A. Members of the vestry are essentially, if I understand correctly, shepherds of the flock. It would be tremendously helpful if Katherine Simpson were assigned a shepherd or a person from a shepherd’s team to care for her during this year of periodic involvement. If this shepherd could contact Katherine on Sunday morning or by telephone on a regular basis and indicate to her that this church desires to meet her needs, to answer her questions, to reach out and help in every way possible, could she keep from experiencing caring?
B. If the pastor or a member of his staff could call her on the phone once or twice during the year, write her one or two letters on the basis of information received from her shepherd, have his picture taken with her and her kids in the courtyard, even visit in her home, she would feel another source of caring.
C. If the shepherd would make sure that she is placed on the mailing list and if she were invited to all-church events specifically related to her interests, this would be a third way to convince here of our concern.
(5) New Members Class
When Katherine decides that she wants to be a member of the church, this will probably make possible for her an accelerated involvement in the interweaving process.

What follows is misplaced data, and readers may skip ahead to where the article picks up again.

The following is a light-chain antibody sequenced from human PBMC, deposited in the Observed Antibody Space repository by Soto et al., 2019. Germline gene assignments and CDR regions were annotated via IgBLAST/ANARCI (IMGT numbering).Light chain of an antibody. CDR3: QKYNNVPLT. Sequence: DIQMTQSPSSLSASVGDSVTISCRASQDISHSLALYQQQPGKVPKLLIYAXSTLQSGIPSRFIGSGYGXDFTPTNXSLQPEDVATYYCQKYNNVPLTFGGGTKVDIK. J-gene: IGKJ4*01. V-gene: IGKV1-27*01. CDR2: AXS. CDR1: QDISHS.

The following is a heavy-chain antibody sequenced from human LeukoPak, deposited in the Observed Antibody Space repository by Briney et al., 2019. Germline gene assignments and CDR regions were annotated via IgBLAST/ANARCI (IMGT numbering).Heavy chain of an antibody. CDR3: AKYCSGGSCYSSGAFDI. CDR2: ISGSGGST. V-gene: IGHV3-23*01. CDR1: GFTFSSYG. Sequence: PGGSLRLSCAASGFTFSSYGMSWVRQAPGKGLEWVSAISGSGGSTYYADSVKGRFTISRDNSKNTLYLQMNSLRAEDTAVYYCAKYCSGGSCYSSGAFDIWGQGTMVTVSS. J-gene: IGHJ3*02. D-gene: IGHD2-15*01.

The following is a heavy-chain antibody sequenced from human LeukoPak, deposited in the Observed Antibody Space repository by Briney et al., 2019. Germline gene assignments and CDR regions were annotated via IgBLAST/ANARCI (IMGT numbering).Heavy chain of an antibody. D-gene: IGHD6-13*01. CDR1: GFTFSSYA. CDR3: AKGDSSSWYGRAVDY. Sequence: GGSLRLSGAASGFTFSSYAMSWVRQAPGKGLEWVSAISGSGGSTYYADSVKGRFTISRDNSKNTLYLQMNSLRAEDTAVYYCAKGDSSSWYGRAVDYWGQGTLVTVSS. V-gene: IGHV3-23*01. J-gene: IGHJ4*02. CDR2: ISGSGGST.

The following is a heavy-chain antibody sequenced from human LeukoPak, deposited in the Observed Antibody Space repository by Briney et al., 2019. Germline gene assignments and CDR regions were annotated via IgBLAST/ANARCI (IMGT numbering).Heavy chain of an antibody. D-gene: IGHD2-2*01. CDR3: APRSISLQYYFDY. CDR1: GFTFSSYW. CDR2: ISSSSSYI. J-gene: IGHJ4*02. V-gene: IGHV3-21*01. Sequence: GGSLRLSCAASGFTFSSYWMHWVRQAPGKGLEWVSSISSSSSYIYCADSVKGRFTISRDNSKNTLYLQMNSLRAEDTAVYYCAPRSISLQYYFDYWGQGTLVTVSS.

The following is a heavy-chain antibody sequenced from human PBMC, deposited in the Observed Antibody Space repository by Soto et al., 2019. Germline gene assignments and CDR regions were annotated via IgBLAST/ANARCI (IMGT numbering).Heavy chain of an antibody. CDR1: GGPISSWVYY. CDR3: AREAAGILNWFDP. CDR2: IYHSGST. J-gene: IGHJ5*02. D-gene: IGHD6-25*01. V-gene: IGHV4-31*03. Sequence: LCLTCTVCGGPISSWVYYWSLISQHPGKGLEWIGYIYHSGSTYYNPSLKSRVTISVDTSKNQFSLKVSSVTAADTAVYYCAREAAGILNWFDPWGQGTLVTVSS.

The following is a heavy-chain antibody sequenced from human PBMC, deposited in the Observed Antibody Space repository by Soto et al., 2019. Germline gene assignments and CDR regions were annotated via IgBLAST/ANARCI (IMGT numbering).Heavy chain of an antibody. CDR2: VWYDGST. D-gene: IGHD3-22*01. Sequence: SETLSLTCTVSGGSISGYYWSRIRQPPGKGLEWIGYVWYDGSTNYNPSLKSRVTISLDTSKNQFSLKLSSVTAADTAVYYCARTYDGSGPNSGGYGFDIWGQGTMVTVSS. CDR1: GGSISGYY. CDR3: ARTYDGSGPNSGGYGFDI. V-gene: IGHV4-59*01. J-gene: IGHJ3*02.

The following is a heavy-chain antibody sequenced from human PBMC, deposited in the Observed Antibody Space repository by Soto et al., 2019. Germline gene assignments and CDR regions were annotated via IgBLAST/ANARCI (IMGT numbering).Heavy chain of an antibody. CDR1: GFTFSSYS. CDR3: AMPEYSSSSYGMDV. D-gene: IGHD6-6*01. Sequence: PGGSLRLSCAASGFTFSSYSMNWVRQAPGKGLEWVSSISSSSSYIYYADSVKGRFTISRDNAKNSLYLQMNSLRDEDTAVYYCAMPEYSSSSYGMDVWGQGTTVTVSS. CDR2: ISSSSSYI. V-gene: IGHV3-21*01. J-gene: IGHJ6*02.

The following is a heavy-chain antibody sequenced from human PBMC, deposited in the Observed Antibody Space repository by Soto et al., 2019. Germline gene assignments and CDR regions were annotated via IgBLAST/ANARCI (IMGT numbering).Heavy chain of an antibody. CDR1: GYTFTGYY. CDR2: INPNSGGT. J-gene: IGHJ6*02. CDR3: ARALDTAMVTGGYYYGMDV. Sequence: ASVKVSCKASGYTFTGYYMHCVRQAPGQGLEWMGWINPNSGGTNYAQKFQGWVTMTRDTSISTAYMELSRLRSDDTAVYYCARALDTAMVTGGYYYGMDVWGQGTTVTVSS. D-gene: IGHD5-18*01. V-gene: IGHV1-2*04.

NOW THAT SHE’S FEEDING ON THE EUCHARIST, IT’S TIME FOR HER BAPTISM. FOR KATHERINE, JOINING ALL SAINTS CHURCH IS HER MOMENT OF BAPTISM: WHETHER SHE’S BEEN BAPTIZED BEFORE, SHE IS ABOUT TO BE IMMERSED NOT IN WATER BUT IN THE LIFE OF THIS CONGREGATION. IN HER NEW MEMBER PROCESS, SHE EXPERIENCES THE SAC RAMENT OF BELONGING, WHICH IS WHAT BAPTISM IS ABOUT. THIS SACRAMENT IS ABOUT DYING AND RISING AGAIN, ABOUT WHAT SHE’S GIVING UP AND WHAT SHE’S TAKING ON. WHAT SHE’S GIVING UP IS A WAY OF LIFE THAT BECAME GRAY DEATH FOR HER; STILL, THE LETTING GO WILL NOT BE EASY. SO WHAT SHE’S TAKING ON WILL HAVE TO BE COMFORTING AND FULL OF PROMISE FOR HER AND HER CHILDREN. AS YOU BAPTIZE HER IN THIS NEW MEMBER PRO CESS, GIVE CAREFUL THOUGHT TO WHAT WILL PROVIDE COMFORT TO HER, AND THE PROMISE OF AN ABUNDANT FUTURE. IMMERSE HER DEEPLY IN THIS SACRAMENT OF BELONGING.